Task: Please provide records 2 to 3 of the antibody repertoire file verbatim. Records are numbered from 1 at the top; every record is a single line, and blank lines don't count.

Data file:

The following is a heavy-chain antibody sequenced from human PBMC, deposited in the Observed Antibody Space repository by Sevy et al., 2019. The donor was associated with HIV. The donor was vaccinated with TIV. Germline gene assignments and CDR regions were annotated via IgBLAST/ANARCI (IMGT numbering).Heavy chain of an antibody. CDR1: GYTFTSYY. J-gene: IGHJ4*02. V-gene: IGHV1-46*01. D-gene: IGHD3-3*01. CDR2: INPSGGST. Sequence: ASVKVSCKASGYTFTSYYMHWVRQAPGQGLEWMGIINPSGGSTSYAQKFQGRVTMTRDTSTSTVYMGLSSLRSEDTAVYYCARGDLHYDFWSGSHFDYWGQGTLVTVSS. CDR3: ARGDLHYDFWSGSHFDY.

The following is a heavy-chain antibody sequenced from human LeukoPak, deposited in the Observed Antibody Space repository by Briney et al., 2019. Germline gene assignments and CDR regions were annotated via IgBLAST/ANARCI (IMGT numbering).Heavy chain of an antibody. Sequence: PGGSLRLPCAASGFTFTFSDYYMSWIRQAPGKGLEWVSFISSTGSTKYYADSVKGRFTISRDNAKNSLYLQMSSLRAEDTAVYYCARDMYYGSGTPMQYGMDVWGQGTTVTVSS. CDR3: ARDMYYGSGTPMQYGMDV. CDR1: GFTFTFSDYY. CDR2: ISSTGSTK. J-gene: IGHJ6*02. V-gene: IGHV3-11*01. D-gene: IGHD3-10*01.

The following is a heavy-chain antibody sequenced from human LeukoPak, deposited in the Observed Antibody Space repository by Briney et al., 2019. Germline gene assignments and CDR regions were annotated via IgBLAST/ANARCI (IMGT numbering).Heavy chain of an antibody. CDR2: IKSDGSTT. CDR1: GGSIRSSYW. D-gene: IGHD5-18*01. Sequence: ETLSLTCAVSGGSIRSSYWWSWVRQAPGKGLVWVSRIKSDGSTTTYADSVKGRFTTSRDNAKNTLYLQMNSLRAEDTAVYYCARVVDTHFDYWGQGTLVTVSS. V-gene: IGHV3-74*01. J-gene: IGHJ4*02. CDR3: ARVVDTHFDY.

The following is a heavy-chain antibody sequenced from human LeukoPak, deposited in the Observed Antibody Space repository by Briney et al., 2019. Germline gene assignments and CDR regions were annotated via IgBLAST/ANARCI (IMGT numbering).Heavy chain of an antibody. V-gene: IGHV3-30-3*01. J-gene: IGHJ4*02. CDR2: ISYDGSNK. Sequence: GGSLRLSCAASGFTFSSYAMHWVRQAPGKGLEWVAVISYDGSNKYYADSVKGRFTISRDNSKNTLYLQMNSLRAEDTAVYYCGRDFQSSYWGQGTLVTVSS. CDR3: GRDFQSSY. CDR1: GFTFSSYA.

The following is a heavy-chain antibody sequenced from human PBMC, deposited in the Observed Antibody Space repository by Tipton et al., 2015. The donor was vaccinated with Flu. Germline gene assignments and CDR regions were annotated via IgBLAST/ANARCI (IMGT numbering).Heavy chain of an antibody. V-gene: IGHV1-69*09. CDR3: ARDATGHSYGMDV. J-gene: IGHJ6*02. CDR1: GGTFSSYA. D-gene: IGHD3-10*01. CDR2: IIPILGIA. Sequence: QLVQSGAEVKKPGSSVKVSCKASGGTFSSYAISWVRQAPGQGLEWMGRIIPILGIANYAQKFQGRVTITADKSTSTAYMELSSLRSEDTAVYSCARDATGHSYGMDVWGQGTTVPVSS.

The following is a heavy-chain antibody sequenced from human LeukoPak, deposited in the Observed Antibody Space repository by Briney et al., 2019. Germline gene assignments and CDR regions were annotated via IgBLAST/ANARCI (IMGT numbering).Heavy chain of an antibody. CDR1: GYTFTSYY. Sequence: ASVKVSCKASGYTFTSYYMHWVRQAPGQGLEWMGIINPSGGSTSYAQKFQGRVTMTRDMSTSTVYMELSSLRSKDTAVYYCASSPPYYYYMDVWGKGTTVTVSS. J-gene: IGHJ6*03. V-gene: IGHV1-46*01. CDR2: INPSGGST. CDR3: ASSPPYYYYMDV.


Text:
The following is a heavy-chain antibody sequenced from human LeukoPak, deposited in the Observed Antibody Space repository by Briney et al., 2019. Germline gene assignments and CDR regions were annotated via IgBLAST/ANARCI (IMGT numbering).Heavy chain of an antibody. Sequence: PGGSLRLPCAASGFTFTFSDYYMSWIRQAPGKGLEWVSFISSTGSTKYYADSVKGRFTISRDNAKNSLYLQMSSLRAEDTAVYYCARDMYYGSGTPMQYGMDVWGQGTTVTVSS. CDR3: ARDMYYGSGTPMQYGMDV. CDR1: GFTFTFSDYY. CDR2: ISSTGSTK. J-gene: IGHJ6*02. V-gene: IGHV3-11*01. D-gene: IGHD3-10*01.

The following is a heavy-chain antibody sequenced from human LeukoPak, deposited in the Observed Antibody Space repository by Briney et al., 2019. Germline gene assignments and CDR regions were annotated via IgBLAST/ANARCI (IMGT numbering).Heavy chain of an antibody. CDR2: IKSDGSTT. CDR1: GGSIRSSYW. D-gene: IGHD5-18*01. Sequence: ETLSLTCAVSGGSIRSSYWWSWVRQAPGKGLVWVSRIKSDGSTTTYADSVKGRFTTSRDNAKNTLYLQMNSLRAEDTAVYYCARVVDTHFDYWGQGTLVTVSS. V-gene: IGHV3-74*01. J-gene: IGHJ4*02. CDR3: ARVVDTHFDY.